Thanks again to all of you........hugs
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Old 06-26-2002, 12:16 AM   #11
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Well, that explains it. I was wondering. I'm a music teacher myself. I'm also interested in philosophy and psychology, have struggled with binging, and want to know why we do this. So, I read and try to understand.

Another thing I've found that helped is admitting that I have a problem with binging. By owning up to it, I'm more likely to take the steps I need to conquer it. It's too easy once a binge is started to excuse it or deny it. I find that it's only when I admit where I am weak that I can be strong.

I had a lightbulb moment today about willpower. I've been trying to reconcile free will, which I believe in, and compulsive or conditioned behavior. Some people would have us believe that we are victims - of our parents, teachers, employers, or even of ourselves. I don't consider myself a victim. I believe in free will, in willpower, but I tend to think that there are some processes that can impede our ability to choose freely. One of these is ignorance. If you don't know you have a problem, you're not in a very good position to choose to seek a remedy, right? Other problems would be habits and physical compulsions which, be they strong or weak, do make things more difficult.

I think that, in light of the fact that the drive to overeat exists and from my experience, sheer mindless willpower does not work. If I deliberately stare at those cookies, I will give in eventually. However, if I use my willpower to choose to avoid situations where I tend to binge, or to figure out what is bothering me instead of emotionally eating, my willpower works just fine. I've used my ability to choose, but I'm not working against myself.

Oh, and after a couple months of better eating and no binging, I don't have the cravings for binge foods that I used to have. Cookies do not have power over me. So there's hope. Don't give up. Sorry this is so long. It's something I've been thinking about for a while.

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Old 06-26-2002, 12:19 AM   #12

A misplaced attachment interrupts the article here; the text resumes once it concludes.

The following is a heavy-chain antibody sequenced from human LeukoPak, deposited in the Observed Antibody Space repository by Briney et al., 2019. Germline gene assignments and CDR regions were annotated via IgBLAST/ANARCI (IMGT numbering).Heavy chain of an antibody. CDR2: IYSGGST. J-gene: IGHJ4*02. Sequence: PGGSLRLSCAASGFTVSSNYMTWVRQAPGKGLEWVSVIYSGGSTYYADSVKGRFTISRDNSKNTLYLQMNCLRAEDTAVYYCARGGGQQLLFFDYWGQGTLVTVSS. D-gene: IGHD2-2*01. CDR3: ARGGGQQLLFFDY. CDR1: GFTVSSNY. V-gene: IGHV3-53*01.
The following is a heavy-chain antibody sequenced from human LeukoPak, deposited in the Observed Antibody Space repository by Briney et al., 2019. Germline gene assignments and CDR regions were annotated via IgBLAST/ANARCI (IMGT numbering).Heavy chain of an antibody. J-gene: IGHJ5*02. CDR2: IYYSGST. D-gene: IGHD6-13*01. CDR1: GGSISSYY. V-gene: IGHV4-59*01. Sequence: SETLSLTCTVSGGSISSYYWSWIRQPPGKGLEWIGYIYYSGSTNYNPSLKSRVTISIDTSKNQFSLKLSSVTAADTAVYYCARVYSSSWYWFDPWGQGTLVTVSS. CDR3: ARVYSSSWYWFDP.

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Default Jennelle~

I have the same types of cravings... not just for a particular food, but for salty, crunchy, chocolatey, cheesey.... Just terrible!!!!

I find I go on a binge most when I'm stressing... Or the chocolate binge when Aunt Flo is here for a visit. But the stress does it to me the most!
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Old 06-28-2002, 10:28 AM   #13
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Nik..So glad to see you come in and admit all this. It's hard to admit things sometimes. That's why it's so good to have a place like this. You're not alone, as you can see. So much I can say right now, but most of it would just be repeated again. lol

How are you feeling now?
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Old 06-30-2002, 12:54 AM   #14
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Jennifer, you are a sweetie for asking. I have been back on track all week....Yesterday (Sat) was difficult but made it thru in my own fashion.
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Old 06-30-2002, 02:08 AM   #15
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Hey Dr. Nik,

I was wondering when you were going to get caught???

What a great thread you have going here. Everyone is so supportive and giving.

Nik, there was no doubt in my mind that you would get back up on that horse and keep riding. You have accomplished so much and worked tooooo darn hard to stay down. I am proud of you!! You have been an inspiration for me and many others. Don't ever punish yourself when you fall. (besides, how many of us can resist food while on vacation, especially great food?!) Just do what you did, get up, forget the pain and keep going.

I've missed you! Hope to see you soon!

Thanks to the rest of you wonderful gals for some very interesting reading and for caring and sharing.~~~~~~~Meg